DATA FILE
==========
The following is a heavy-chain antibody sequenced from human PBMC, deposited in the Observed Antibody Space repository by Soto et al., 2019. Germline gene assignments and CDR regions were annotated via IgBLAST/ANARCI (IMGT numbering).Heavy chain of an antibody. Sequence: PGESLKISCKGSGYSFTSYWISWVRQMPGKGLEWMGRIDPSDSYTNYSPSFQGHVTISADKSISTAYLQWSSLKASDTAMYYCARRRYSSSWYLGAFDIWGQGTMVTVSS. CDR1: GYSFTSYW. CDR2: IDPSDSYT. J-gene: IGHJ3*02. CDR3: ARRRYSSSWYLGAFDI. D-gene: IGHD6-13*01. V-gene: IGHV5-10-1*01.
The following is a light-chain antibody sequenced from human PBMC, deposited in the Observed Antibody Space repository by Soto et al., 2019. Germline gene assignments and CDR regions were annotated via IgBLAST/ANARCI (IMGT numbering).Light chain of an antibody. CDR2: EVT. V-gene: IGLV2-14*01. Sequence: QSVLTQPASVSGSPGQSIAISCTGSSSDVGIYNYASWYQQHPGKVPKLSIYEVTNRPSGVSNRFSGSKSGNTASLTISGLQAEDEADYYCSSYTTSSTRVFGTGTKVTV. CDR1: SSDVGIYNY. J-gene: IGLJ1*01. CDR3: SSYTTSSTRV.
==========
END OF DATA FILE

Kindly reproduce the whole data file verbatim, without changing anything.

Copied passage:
The following is a heavy-chain antibody sequenced from human PBMC, deposited in the Observed Antibody Space repository by Soto et al., 2019. Germline gene assignments and CDR regions were annotated via IgBLAST/ANARCI (IMGT numbering).Heavy chain of an antibody. Sequence: PGESLKISCKGSGYSFTSYWISWVRQMPGKGLEWMGRIDPSDSYTNYSPSFQGHVTISADKSISTAYLQWSSLKASDTAMYYCARRRYSSSWYLGAFDIWGQGTMVTVSS. CDR1: GYSFTSYW. CDR2: IDPSDSYT. J-gene: IGHJ3*02. CDR3: ARRRYSSSWYLGAFDI. D-gene: IGHD6-13*01. V-gene: IGHV5-10-1*01.
The following is a light-chain antibody sequenced from human PBMC, deposited in the Observed Antibody Space repository by Soto et al., 2019. Germline gene assignments and CDR regions were annotated via IgBLAST/ANARCI (IMGT numbering).Light chain of an antibody. CDR2: EVT. V-gene: IGLV2-14*01. Sequence: QSVLTQPASVSGSPGQSIAISCTGSSSDVGIYNYASWYQQHPGKVPKLSIYEVTNRPSGVSNRFSGSKSGNTASLTISGLQAEDEADYYCSSYTTSSTRVFGTGTKVTV. CDR1: SSDVGIYNY. J-gene: IGLJ1*01. CDR3: SSYTTSSTRV.